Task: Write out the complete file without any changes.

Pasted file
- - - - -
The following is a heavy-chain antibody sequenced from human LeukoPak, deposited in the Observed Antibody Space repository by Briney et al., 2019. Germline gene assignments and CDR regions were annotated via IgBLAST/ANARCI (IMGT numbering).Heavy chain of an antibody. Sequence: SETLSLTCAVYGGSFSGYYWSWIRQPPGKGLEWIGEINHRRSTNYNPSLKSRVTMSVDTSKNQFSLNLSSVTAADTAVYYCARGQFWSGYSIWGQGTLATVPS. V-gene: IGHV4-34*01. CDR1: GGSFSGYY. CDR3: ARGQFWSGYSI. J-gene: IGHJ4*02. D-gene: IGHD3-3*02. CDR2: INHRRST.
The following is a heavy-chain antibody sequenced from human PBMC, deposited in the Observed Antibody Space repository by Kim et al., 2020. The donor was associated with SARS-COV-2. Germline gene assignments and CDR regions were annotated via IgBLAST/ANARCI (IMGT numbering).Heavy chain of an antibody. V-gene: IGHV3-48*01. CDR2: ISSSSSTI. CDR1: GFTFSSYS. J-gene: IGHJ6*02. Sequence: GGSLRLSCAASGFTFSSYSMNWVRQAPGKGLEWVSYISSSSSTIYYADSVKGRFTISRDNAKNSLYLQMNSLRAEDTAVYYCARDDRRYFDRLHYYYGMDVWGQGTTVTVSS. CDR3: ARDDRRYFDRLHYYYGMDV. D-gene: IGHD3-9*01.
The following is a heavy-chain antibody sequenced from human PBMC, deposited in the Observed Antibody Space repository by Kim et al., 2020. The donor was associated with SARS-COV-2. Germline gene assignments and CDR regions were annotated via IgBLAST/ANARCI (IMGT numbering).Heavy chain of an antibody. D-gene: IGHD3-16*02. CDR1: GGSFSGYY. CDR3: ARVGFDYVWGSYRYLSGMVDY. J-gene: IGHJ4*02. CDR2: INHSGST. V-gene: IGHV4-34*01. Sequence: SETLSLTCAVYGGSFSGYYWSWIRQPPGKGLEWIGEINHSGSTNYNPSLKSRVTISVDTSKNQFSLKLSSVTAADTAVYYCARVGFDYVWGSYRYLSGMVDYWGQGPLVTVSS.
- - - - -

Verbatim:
The following is a heavy-chain antibody sequenced from human LeukoPak, deposited in the Observed Antibody Space repository by Briney et al., 2019. Germline gene assignments and CDR regions were annotated via IgBLAST/ANARCI (IMGT numbering).Heavy chain of an antibody. Sequence: SETLSLTCAVYGGSFSGYYWSWIRQPPGKGLEWIGEINHRRSTNYNPSLKSRVTMSVDTSKNQFSLNLSSVTAADTAVYYCARGQFWSGYSIWGQGTLATVPS. V-gene: IGHV4-34*01. CDR1: GGSFSGYY. CDR3: ARGQFWSGYSI. J-gene: IGHJ4*02. D-gene: IGHD3-3*02. CDR2: INHRRST.
The following is a heavy-chain antibody sequenced from human PBMC, deposited in the Observed Antibody Space repository by Kim et al., 2020. The donor was associated with SARS-COV-2. Germline gene assignments and CDR regions were annotated via IgBLAST/ANARCI (IMGT numbering).Heavy chain of an antibody. V-gene: IGHV3-48*01. CDR2: ISSSSSTI. CDR1: GFTFSSYS. J-gene: IGHJ6*02. Sequence: GGSLRLSCAASGFTFSSYSMNWVRQAPGKGLEWVSYISSSSSTIYYADSVKGRFTISRDNAKNSLYLQMNSLRAEDTAVYYCARDDRRYFDRLHYYYGMDVWGQGTTVTVSS. CDR3: ARDDRRYFDRLHYYYGMDV. D-gene: IGHD3-9*01.
The following is a heavy-chain antibody sequenced from human PBMC, deposited in the Observed Antibody Space repository by Kim et al., 2020. The donor was associated with SARS-COV-2. Germline gene assignments and CDR regions were annotated via IgBLAST/ANARCI (IMGT numbering).Heavy chain of an antibody. D-gene: IGHD3-16*02. CDR1: GGSFSGYY. CDR3: ARVGFDYVWGSYRYLSGMVDY. J-gene: IGHJ4*02. CDR2: INHSGST. V-gene: IGHV4-34*01. Sequence: SETLSLTCAVYGGSFSGYYWSWIRQPPGKGLEWIGEINHSGSTNYNPSLKSRVTISVDTSKNQFSLKLSSVTAADTAVYYCARVGFDYVWGSYRYLSGMVDYWGQGPLVTVSS.